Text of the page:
Half the world away

31st January 2014 at 00:00

Recently, in a successful attempt to lead me off the topic, a student asked how long I had lived in Australia. Seven years, I replied. "Then why've you still got an accent?"

It had been a long time since I'd been aware of myself as different. The buildings, landscape and voices around me have become familiar and unremarkable, just as I have to my students. Now I understand my students' backgrounds and have just enough of a clue about things that matter to them to make my teaching engaging and relevant. But when I first left London for this rural coastal town in Western Australia I was fairly culturally clueless.

I began by doing supply (or relief as I quickly learned to call it). "Oi, Supernanny!" the kids would shout (I swear the similarities between me and Supernanny end with our black-rimmed glasses). In the classroom my instructions were often mimicked back at me, and for a while I was repeatedly asked to say "Fluffy bunnies".

In addition, it was sunny almost six months of the year, the uniform looked like a PE kit, Shakespeare wasn't on the syllabus and I didn't have an interactive whiteboard in my classroom. It was a lot to get used to.

As an English teacher, I realised how much of my teaching was culturally nuanced. When I started teaching here full-time I hadn't read any Australian or Aboriginal authors. And I knew next to nothing about surfing or fishing. Many of my previously successful lessons fell completely flat. I must have been about 10 minutes into an explanation of how we would design an advert for trainers when a student asked me what a trainer was. "What do you call the shoes you wear for sport, then?" I asked. "Sports shoes," was the reply.

Nothing compared to the time I asked some students to stop doodling on their books. How was I to know "doodle" was a phallic euphemism?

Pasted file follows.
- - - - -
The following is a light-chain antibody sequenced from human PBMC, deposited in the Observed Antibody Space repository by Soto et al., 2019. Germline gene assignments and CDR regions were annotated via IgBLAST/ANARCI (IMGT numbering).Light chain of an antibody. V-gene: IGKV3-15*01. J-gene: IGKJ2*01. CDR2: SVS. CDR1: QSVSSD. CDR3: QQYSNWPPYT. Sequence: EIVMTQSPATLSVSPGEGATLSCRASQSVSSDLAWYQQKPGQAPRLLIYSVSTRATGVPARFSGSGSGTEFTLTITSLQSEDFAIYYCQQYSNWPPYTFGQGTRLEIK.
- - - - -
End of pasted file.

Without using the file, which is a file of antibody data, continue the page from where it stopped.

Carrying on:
There is a lot I miss about teaching in London - above all the diversity of staff and students - but how nice to work in a place where there's no such thing as an inspection regime. People are a product of their environment and there's no denying that sunshine and open spaces make for a more laid-back attitude than endless drizzle and concrete high rises. Yet teenagers are pretty much the same wherever you go, and I have to say that my behaviour management skills are just as challenged by a defiant, coastal malaise as they were by tough, urban rebelliousness.

So now I've learned to ask my students not to wag school with their mates. I remind them that thongs are inappropriate footwear for school without batting an eyelid. I tell them to have fun playing footie on the oval and wish them a good arvo as I wave them on their way. And if I think they haven't completely understood me, I go up at the end of my sentences.

Truly, nothing beats interaction with teenagers for speeding up acclimatisation to a new place, as well as improving your idioms. After all, as a successful teacher you build positive relationships with your students, and to do that you need to be a part of their world.

Ellie Ward teaches English at a high school in a small coastal town in Western Australia.

Subscribe to get access to the content on this page.

If you are already a Tes/ Tes Scotland subscriber please log in with your username or email address to get full access to our back issues, CPD library and membership plus page.

Not a subscriber? Find out more about our subscription offers.
Subscribe now
Existing subscriber?
Enter subscription number

Comments

The guide by your side – ensuring you are always up to date with the latest in education.

Get Tes magazine online and delivered to your door. Stay up to date with the latest research, teacher innovation and insight, plus classroom tips and techniques with a Tes magazine subscription.
With a Tes magazine subscription you get exclusive access to our CPD library. Including our New Teachers’ special for NQTS, Ed Tech, How to Get a Job, Trip Planner, Ed Biz Special and all Tes back issues.

Subscribe now